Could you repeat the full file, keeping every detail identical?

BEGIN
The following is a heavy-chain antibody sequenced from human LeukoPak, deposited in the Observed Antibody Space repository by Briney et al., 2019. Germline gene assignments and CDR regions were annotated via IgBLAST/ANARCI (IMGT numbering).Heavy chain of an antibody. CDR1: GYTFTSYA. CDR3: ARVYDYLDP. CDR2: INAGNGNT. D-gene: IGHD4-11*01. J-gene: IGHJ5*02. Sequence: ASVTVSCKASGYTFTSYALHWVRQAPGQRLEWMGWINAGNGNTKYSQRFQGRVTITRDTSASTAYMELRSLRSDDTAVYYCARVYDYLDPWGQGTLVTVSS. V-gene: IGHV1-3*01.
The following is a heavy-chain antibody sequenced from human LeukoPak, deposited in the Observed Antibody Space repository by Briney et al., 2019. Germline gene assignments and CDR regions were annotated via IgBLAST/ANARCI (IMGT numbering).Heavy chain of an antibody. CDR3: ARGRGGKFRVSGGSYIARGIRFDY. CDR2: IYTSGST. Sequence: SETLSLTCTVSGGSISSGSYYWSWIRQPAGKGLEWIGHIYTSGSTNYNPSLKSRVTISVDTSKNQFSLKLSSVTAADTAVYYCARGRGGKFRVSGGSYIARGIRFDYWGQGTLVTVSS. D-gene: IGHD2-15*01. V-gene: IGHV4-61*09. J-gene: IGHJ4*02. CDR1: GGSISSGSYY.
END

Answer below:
The following is a heavy-chain antibody sequenced from human LeukoPak, deposited in the Observed Antibody Space repository by Briney et al., 2019. Germline gene assignments and CDR regions were annotated via IgBLAST/ANARCI (IMGT numbering).Heavy chain of an antibody. CDR1: GYTFTSYA. CDR3: ARVYDYLDP. CDR2: INAGNGNT. D-gene: IGHD4-11*01. J-gene: IGHJ5*02. Sequence: ASVTVSCKASGYTFTSYALHWVRQAPGQRLEWMGWINAGNGNTKYSQRFQGRVTITRDTSASTAYMELRSLRSDDTAVYYCARVYDYLDPWGQGTLVTVSS. V-gene: IGHV1-3*01.
The following is a heavy-chain antibody sequenced from human LeukoPak, deposited in the Observed Antibody Space repository by Briney et al., 2019. Germline gene assignments and CDR regions were annotated via IgBLAST/ANARCI (IMGT numbering).Heavy chain of an antibody. CDR3: ARGRGGKFRVSGGSYIARGIRFDY. CDR2: IYTSGST. Sequence: SETLSLTCTVSGGSISSGSYYWSWIRQPAGKGLEWIGHIYTSGSTNYNPSLKSRVTISVDTSKNQFSLKLSSVTAADTAVYYCARGRGGKFRVSGGSYIARGIRFDYWGQGTLVTVSS. D-gene: IGHD2-15*01. V-gene: IGHV4-61*09. J-gene: IGHJ4*02. CDR1: GGSISSGSYY.